"I never served in the military," he observed. "Our kind - higher-education- worshipping denizens of the North Shore - rarely enlist these days."
His son's decision to join the Marines made it harder for the elder Schaeffer to face his friends. "So where is John going to college?" was the question he said he didn't relish answering "from parents who were itching to tell me all about how their son or daughter was going to Harvard."
Noting that in 1999, his son was the only senior graduating from the Waring School, an elite prep school in Beverly, Mass., to consider military service, Schaeffer said one perplexed mother asked him, "But aren't the Marines terribly Southern?"
"What a waste, he was such a good student," said another parent.
When John graduated from boot camp, more than 3,000 parents, relatives and friends were there to see their new Marine, Schaeffer said. "Many were poor. Some arrived crammed in the backs of pickups, others by bus. John told me that a lot of parents could not afford the trip," he said.
"We in the audience were white and Native American. We were Hispanic, African American and Asian," Schaeffer said. "We were former Marines wearing the scars of battle, or at least baseball caps emblazoned with battles' names."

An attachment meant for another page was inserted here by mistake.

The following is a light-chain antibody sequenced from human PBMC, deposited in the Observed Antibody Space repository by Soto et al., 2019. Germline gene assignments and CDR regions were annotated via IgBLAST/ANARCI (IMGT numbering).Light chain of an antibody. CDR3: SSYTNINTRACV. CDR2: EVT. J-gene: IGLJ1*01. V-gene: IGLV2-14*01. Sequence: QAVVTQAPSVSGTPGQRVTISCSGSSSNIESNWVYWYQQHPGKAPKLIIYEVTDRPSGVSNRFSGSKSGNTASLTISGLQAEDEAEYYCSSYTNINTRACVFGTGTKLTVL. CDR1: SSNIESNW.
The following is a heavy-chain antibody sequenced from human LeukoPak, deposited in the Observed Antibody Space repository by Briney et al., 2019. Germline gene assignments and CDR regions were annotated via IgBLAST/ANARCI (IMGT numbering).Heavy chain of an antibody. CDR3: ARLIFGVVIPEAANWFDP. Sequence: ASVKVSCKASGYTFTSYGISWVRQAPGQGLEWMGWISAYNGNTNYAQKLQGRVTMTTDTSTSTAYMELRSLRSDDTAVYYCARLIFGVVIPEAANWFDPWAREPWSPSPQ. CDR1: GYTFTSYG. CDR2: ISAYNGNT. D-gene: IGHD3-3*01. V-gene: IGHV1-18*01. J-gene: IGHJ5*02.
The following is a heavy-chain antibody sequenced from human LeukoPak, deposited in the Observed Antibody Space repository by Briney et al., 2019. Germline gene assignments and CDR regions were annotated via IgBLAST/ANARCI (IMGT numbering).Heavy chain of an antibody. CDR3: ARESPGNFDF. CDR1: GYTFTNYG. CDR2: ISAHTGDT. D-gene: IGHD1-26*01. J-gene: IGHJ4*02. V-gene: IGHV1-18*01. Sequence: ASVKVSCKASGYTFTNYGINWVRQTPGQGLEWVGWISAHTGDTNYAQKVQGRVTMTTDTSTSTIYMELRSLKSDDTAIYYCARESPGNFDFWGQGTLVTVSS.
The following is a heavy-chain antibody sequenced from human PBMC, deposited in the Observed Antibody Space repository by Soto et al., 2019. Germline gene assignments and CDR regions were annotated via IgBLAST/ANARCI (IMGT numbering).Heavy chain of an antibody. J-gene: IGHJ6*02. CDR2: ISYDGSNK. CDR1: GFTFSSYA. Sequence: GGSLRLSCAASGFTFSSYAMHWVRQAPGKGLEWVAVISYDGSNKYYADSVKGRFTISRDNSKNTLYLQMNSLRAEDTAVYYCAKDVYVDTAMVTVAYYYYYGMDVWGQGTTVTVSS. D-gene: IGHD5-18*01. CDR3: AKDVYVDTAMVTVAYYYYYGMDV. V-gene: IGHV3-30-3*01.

Noting the diversity of the spectators at Parris Island that day, Schaeffer said he couldn't help comparing the experience with one he'd had six months earlier.
"We would not have been mistaken for the educated and well-heeled parents gathered on the lawns of John's private school a half-year before," he said.
Reflecting on John's birth 22 years ago, Frank Schaeffer said his son "grew into a gifted poet, athlete, loyal friend and, most surprisingly - to me at any rate - a Marine," he told the audience in Groton.
"John could have gone to any college in the country," he continued. "But he chose military service. It has taken me several years to figure out why he joined."